Brave young lad in tree next to traditional beehive

Cesar partaking in a refreshing banana beer at the local shop

Thatching roof on traditional house

Market square on market day

Market square on another day – beans drying in sun. 2 men are checking electoral register for upcoming election (betting man’s money is on Paul Kagame again).

Blacksmithery house – Smith wasn’t at home

Traditional medicine man’s house and garden – Doc wasn’t home either

Bees were at home

Jolly battery charging man was home at the hydro station. This is the only power the village has (funded by the Wildlife Conservation Society) and again involves quite a walk with a hefty weight. I’m sure it won’t be too many years before power and a decent road come to town. Who knows, then you might all be able to get a Banda banana beer. I can recommend it!

There are quite a lot of projects on the go in Banda. The local nursery school has been a big one. There are a lot of kids here, with about 2,000 of the 5,000 population being schoolies.

The new school ensures the poorest of these get a place. They’re all taught in English now and every five year old can say “Good morning teacher” (whatever time of day it is) and sing “Number one number one where are you, here I am here I am how do you do” very impressively (sadly video won’t load!).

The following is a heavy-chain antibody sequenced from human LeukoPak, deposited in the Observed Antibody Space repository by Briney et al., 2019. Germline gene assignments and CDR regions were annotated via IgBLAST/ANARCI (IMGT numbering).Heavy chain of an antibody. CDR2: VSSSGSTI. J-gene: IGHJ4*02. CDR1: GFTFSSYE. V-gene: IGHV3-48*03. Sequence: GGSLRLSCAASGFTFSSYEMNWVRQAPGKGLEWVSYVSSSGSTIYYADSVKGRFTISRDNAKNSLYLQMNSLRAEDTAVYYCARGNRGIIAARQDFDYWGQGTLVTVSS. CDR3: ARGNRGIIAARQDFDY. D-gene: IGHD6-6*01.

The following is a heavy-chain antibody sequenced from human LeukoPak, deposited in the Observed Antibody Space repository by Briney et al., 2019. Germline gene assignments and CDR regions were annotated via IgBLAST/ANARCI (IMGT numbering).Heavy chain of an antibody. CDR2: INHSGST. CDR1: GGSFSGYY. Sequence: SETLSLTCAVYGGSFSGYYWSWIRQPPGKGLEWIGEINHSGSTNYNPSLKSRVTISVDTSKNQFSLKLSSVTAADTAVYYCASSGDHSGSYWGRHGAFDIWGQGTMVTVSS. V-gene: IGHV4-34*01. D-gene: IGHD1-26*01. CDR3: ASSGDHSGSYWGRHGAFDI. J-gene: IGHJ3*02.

The school has a milking cow to get some milk into the kids’ porridge and has a whole nursery of avocado trees ready to go (plant pots ingeniously made of banana leaves).

They get fruit off of them within 2 years and every child is already an expert tree climber for harvest time

Justin the proud nursery school headmaster outside his new school

There’s also an eco-lodge about to be built up on the hill by a US charity. With Edward Norton and Meryl Streep advertising it I can’t help but be a little sceptical about how eco (and how affordable) it might turn out to be……

Into the Jungle

After getting acclimatised to Rwandan life and with a little time before work begins, it was time to plunge into the forest. So I spent half a week inside Nyungwe Forest and the other half in the village of Banda, right on the edge of the National Park.